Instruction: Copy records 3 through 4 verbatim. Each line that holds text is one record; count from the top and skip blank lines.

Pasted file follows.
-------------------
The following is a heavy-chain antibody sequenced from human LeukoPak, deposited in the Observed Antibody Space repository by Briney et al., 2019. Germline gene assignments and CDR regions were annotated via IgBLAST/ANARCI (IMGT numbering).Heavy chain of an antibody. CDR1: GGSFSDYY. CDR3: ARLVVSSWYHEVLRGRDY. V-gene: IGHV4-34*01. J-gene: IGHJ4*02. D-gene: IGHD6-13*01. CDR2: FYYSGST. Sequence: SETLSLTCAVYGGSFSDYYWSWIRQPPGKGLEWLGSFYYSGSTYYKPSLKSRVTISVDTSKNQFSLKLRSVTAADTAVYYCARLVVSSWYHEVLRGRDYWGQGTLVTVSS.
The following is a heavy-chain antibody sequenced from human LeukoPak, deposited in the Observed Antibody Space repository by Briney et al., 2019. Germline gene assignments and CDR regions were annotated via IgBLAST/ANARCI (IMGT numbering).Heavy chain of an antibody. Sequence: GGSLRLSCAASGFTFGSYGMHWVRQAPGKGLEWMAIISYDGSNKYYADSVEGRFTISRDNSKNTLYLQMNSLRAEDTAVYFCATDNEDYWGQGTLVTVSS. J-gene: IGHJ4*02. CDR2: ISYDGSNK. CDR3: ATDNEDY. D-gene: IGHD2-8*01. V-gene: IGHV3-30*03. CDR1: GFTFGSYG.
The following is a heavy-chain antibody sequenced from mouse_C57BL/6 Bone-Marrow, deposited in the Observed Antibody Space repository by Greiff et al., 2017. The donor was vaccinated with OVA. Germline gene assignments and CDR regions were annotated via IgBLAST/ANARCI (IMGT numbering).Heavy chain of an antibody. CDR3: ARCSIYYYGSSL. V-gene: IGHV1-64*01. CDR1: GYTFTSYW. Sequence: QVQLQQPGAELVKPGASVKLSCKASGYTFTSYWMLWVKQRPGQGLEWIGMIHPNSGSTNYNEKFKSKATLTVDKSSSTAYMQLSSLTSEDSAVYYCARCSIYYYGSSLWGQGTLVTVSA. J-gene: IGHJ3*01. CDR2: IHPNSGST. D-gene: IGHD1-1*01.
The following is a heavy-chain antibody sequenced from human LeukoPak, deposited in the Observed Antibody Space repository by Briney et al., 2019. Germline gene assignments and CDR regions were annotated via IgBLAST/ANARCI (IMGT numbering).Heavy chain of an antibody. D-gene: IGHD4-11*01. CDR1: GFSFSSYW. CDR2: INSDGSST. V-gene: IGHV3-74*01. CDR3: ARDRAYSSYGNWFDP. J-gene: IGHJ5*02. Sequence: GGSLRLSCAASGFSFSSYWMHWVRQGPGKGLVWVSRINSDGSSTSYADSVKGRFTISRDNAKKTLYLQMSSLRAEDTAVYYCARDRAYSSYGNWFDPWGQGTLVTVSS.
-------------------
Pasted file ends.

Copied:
The following is a heavy-chain antibody sequenced from mouse_C57BL/6 Bone-Marrow, deposited in the Observed Antibody Space repository by Greiff et al., 2017. The donor was vaccinated with OVA. Germline gene assignments and CDR regions were annotated via IgBLAST/ANARCI (IMGT numbering).Heavy chain of an antibody. CDR3: ARCSIYYYGSSL. V-gene: IGHV1-64*01. CDR1: GYTFTSYW. Sequence: QVQLQQPGAELVKPGASVKLSCKASGYTFTSYWMLWVKQRPGQGLEWIGMIHPNSGSTNYNEKFKSKATLTVDKSSSTAYMQLSSLTSEDSAVYYCARCSIYYYGSSLWGQGTLVTVSA. J-gene: IGHJ3*01. CDR2: IHPNSGST. D-gene: IGHD1-1*01.
The following is a heavy-chain antibody sequenced from human LeukoPak, deposited in the Observed Antibody Space repository by Briney et al., 2019. Germline gene assignments and CDR regions were annotated via IgBLAST/ANARCI (IMGT numbering).Heavy chain of an antibody. D-gene: IGHD4-11*01. CDR1: GFSFSSYW. CDR2: INSDGSST. V-gene: IGHV3-74*01. CDR3: ARDRAYSSYGNWFDP. J-gene: IGHJ5*02. Sequence: GGSLRLSCAASGFSFSSYWMHWVRQGPGKGLVWVSRINSDGSSTSYADSVKGRFTISRDNAKKTLYLQMSSLRAEDTAVYYCARDRAYSSYGNWFDPWGQGTLVTVSS.